Children of Nepal

A child can teach an adult three things: to be happy for no reason, to always be busy with something, and to know how to demand with all his might that which he desires.

Update: As I write this, a 7.8 earthquake hits Nepal. Hope things get well soon!

Nepal’s one of the youngest countries with a median age of the population of just 21.2 years. By comparison, median Bulgarian is 41.6 years old (even in China it’s 35.2 years). On top of that, people look way younger. See that photo by my friend Hristo and tell me if our guide looks 55 to you or if you believe me our porter’s really 20 years old.

There were kids everywhere around us in Nepal. Not surprising, when I browsed my photos, I realised that most of the people shots were children. It sure helped that we visited two schools because one of our fellow travellers works in education (Teach for Bulgaria) but kids were everywhere anyway.

Always on the streets. This little fellow with the $ bindi was my favourite.


Sunburnt cheeks, running around dirty and snots going everywhere. The typical sight.


Kids were always ready to ‘talk’ to us even without any common spoken language.


Yet, if you are a kid in Nepal, your path might not always be smiles. Some people become porters at a very early age with irreversible consequences to their physical development. At best they get 8-10$/day to carry up to 25kgs of tourist bags or 50 dollar cents per kg for transporting loads between Lukla and Namche, for example (a 7-hour trip as a tourist between 2800m and 3400m). Some of these guys were quite young and carried up to 80-100 kilos of things a tourist might crave for…


If you study hard, though (especially if you learn English), you can work in a lodge or as a mountain guide. This guy was the son of the owners and quite good at doing business. Selling banana bread at 20$/loaf at your 4800m bakery requires quite the business flair. Or become a big-city lawyer.


Others worked as helpers.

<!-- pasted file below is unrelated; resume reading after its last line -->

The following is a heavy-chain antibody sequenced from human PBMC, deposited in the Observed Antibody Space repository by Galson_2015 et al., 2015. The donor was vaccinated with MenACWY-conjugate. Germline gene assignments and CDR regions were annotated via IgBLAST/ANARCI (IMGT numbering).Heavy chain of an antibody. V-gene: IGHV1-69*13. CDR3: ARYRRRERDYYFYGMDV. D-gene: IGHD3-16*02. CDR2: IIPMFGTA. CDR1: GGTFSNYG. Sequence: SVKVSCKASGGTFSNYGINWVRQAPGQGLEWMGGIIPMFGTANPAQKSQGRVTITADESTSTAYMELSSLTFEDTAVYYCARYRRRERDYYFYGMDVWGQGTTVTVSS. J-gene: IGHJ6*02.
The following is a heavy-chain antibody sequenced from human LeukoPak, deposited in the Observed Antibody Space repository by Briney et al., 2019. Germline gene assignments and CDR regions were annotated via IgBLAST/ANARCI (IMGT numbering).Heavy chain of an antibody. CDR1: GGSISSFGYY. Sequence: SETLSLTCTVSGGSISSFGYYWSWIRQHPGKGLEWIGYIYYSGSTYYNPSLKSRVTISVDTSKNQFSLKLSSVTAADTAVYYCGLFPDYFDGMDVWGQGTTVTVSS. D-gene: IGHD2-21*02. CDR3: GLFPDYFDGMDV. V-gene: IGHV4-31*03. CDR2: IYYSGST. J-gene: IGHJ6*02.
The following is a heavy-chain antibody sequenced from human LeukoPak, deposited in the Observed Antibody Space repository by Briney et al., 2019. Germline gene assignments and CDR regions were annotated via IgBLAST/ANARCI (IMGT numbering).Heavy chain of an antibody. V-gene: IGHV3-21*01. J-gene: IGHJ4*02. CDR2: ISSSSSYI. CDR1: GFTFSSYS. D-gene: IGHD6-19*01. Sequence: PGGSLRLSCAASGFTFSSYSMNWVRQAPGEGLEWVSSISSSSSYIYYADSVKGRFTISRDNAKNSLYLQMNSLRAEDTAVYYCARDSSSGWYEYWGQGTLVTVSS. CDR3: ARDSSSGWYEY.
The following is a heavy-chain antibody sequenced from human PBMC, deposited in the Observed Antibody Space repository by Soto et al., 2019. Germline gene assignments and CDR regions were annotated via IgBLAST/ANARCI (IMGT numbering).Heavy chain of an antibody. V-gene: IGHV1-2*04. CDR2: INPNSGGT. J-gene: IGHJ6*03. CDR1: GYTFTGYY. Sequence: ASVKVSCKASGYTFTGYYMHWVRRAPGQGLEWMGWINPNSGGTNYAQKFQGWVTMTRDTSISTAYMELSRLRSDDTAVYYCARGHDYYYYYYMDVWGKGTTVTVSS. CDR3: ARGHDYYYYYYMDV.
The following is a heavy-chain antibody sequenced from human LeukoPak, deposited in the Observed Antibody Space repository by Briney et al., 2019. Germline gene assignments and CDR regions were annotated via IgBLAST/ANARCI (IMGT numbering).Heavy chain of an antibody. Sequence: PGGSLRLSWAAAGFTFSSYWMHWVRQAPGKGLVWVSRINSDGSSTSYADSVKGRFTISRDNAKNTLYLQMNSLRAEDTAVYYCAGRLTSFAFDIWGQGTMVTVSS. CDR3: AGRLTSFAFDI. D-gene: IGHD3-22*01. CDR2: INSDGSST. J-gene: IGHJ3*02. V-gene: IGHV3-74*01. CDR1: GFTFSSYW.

Another option is probably going to a monastery. A lot of child monks.


Thanks to one of our fellow travellers working in education, we visited two schools, including one of the olders in the Everest region, built by Sir Edmund Hillary. What a great way to get out of the ‘beaten path’ and get into local life. The director of the Khumjung Secondary School gave us a very warm welcome. The school has very clear mission, goals and objectives that are available online!



photo by Metodi Terziev

Yet, it relies a lot on donors to work. Every single one of the facilities had a sign with the name of the person or organisation who donated it – mostly Western governments or tourist organisations. With 300+ students at an altitude of 3800m, I guess keeping a school is a very tough work. Some of the students would come from villages hours away from the school in the mountain and sleep in the school hostel. This room was under renovation as we saw it.


The school had very clear plans for development of students and teachers and passed through regulation assessments. This is a look at the English classroom.


As I mentioned, one of our team members is working for Teach for Bulgaria so a visit to the local branch was inevitable (Teach for Nepal in Kathmandu). While he was talking work, we managed to hang around another ‘off-the-beaten-path’ area, apparently popular among local diplomats and NGO aid workers.


We also visited the school in Monjo at 2835 m. Surprisingly, even in their day off (the school year had just finished), the kids were there in uniforms playing around.


Another very warm welcome and overwhelmed by curiousity.





Photo by Metodi Terziev

This guy was ready to be on TV, never shy from all the cameras.


All in all, I guess kids are not different in any country and have similar aspiration. Most of them had smart phones, played pool and listened to Western music.


Even some of the games they played reminded me of what we used to do back in our days.


Including the almighty CN. Talk about being ‘glued’ to the TV.


Some had more basic entertainment but that did not prevent them from having fun 🙂


Most importantly, all the kids seemed happy. Dirty but happy. As most of the Nepalese people. As cliché as it might sound, despite all the problems they have, most people were kind, polite, incredibly open, very calm and never showed much distress. That’s something the world needs.

DSCF6594More from Nepal to follow soon. Check also my friend Hristo’s great overview.

5 thoughts on “Children of Nepal

  1. I enjoyed your photos! The children’s faces are delightful. They seem so very happy and adjusted over there. CN photo cracked me up. Thank you so much for sharing…came over from your friend’s blog. 😀

    1. Thanks Shannon, I am really happy you liked it. My friend Hristo raises the bar pretty high when it comes to photo quality 🙂 I am happy I managed to catch some very nice moments in Nepal. The CN photo is one of my favourites!! Feel free to stop by from time to time, there’s more to come

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